• Meet with each other one-on-one formally, and often. Keep each other informed.
In addition to your on-the-run conversations and on-demand communications, schedule regular one-on-one meetings (10-15 minutes) where the two of you have the uninterrupted opportunity to discuss upcoming demands, expectations, and needs, from both perspectives. These meetings—and your focused discussions with each other—should be treated as a priority and take place at least twice a week. If you’re primarily on-site, every day may not be too often to meet. If you’re generally off-site, adjust accordingly. Ask your assistant to come prepared to your meetings with a checklist of what she needs to discuss and you’ll do the same. And if your scheduled one-on-one cancels for any reason, ask her to reschedule, ASAP.
When I ask executives what their number one goal is relating to support from their assistants, they say they want their assistants to “anticipate” more. The surest way for an assistant to anticipate your needs is to keep her consistently well-informed!
• Periodically explore changes or expansions in your assistant’s role and responsibilities. Expect your AA’s role to continue to evolve over time.
To start, ask your assistant to prepare and document her thoughts about the following. Schedule a time for the two of you to discuss.
– Where specifically does she feel she may be ready and able to expand her responsibilities to best support you?
– If she’s swamped in a particular area of detail, what are her recommendations for specific strategies that will allow her to eliminate some of the pressure and increase her availability? And, how can you best support this?
– Where does she feel she may need more mentoring or training?
The answers to questions like these will provide a basis for exploring how you might go about coaching, developing, or providing training for your assistant, which will increase your contributions to each other’s success.
• Appreciate and recognize your assistant’s contributions to your success.
We all know a simple thank-you goes a long way. However, highlighting an individual’s specific contributions to your success during a thank-you is more powerful. In addition to the traditional or typical thank you card or gift-giving during Administrative Assistant month, you may want to take the time to give something that is especially chosen with your strategic partner in mind.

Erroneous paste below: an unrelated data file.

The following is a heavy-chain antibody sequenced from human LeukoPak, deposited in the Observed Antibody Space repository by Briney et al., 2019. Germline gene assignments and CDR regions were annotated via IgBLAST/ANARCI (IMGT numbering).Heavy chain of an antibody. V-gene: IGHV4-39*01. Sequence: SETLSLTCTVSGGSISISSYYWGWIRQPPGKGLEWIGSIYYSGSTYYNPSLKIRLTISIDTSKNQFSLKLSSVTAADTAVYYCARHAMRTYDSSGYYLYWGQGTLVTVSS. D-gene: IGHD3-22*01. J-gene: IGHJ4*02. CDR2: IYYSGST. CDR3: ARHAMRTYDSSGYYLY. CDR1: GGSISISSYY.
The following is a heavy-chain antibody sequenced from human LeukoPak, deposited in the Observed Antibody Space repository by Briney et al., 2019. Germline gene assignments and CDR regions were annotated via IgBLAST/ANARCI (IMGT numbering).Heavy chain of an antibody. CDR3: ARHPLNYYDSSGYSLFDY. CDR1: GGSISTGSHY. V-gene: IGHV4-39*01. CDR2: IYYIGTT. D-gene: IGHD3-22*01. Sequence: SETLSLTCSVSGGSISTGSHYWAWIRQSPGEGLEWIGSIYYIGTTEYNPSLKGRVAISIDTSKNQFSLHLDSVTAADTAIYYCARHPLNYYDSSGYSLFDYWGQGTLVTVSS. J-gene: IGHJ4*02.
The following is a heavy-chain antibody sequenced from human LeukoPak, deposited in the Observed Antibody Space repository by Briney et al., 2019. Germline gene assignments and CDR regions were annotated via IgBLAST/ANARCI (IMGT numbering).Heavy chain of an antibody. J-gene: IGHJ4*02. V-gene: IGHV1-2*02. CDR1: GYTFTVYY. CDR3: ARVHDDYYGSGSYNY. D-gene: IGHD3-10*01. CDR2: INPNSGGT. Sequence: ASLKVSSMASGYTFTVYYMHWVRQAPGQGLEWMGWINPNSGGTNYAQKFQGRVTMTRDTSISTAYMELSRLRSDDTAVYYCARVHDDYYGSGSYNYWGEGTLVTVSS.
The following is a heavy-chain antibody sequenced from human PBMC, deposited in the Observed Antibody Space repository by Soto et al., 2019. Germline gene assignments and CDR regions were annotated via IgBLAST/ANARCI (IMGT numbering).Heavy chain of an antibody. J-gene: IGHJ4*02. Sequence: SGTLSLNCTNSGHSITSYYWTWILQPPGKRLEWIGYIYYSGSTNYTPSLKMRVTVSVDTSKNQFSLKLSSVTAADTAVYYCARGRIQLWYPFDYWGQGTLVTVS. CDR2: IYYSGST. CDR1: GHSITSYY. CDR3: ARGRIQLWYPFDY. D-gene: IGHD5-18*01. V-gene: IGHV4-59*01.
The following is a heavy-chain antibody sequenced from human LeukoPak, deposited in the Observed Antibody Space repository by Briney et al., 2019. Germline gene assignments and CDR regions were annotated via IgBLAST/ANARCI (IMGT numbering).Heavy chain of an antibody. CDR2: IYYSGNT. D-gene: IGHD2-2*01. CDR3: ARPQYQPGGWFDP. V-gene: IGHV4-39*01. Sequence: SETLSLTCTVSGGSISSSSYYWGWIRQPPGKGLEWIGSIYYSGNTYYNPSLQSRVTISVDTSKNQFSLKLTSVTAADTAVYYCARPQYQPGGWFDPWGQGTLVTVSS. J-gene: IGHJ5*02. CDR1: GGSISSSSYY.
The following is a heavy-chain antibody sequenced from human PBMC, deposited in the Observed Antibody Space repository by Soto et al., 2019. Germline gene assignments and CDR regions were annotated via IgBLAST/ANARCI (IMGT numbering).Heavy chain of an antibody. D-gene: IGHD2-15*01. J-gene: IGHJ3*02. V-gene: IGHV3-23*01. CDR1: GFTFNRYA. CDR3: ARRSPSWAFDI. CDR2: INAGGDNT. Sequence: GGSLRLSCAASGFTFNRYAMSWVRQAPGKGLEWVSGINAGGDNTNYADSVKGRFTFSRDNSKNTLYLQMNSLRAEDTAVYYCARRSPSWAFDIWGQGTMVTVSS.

Notes: Early in my career, before entering management, I spent several years as an Administrative Assistant. I served as Secretary to Sales, and then Executive Assistant to the President, in a telecommunications company, and as a Legal Secretary and Office Manager in a law firm. I’m very grateful for those years where I learned so much about business, service, and building relationships. In the earliest years of my consulting business, I specialized in providing management and communication skills to administrative assistants in varied business environments. I still sometimes have the opportunity to serve as a consultant to executive and assistant teams, to help them elevate their strategic partnership—which is what prompted me to offer a few ideas here. Interestingly, 95% of Administrative Assistants in the US are female. I have met and read about men who are thriving in the Administrative Assistant role. Whether male or female, the right person in an AA role with the right set of skills, can create their own career path, and catapult an executive’s ability to be successful.
(Btw, in this post, I’ve written as though I’m talking to the person in the executive role. However, if you’re in the assistant role, and you’re looking to increase the level of your service and partnership, I encourage you to take the lead and the initiative, and recommend these joint strategies to the individual(s) you support.)
Strong leaders make tough and effective decisions, promptly. For others, the fear and risk of making the wrong decisions may slow their ability to decide. Meanwhile, indecision may chip at their confidence to offer direction, often when direction is needed most.
Soliciting feedback from colleagues and advisors—or employees who may be significantly impacted by a decision—can be a good and strong practice. However, the practice of soliciting too many perspectives before making a decision, can stall progress and sabotage successful outcomes.
Here are a few key points that may help move decision-making along, and strike the crucial balance between asking and telling:
– Note the areas, relating to your decision, where you’re confident in your direction. If you can isolate the area(s) of indecision, you’re less likely to be crowding your thinking or decision-making process with needless information.
– Ask yourself the following questions. If you answer yes to all of them, chances are you’ve done your due diligence, and it’s time to step up and make your decision.
o Have you carefully reviewed the related data and/or feedback that you’ve already solicited?
o Will the decision you’re leaning towards generate a strong business impact if successful? If so, are you prepared to explain the value?
o Are you prepared to manage the outcome if it’s less than successful?
o Are you prepared to build in target dates for evaluating interim outcomes in the event there may be a need for a shift in direction?
The balance between soliciting the opinions or perspectives of others, and arriving at a decision based on your business experience, confidence, and leadership is crucial to you, your organization, and the people you lead.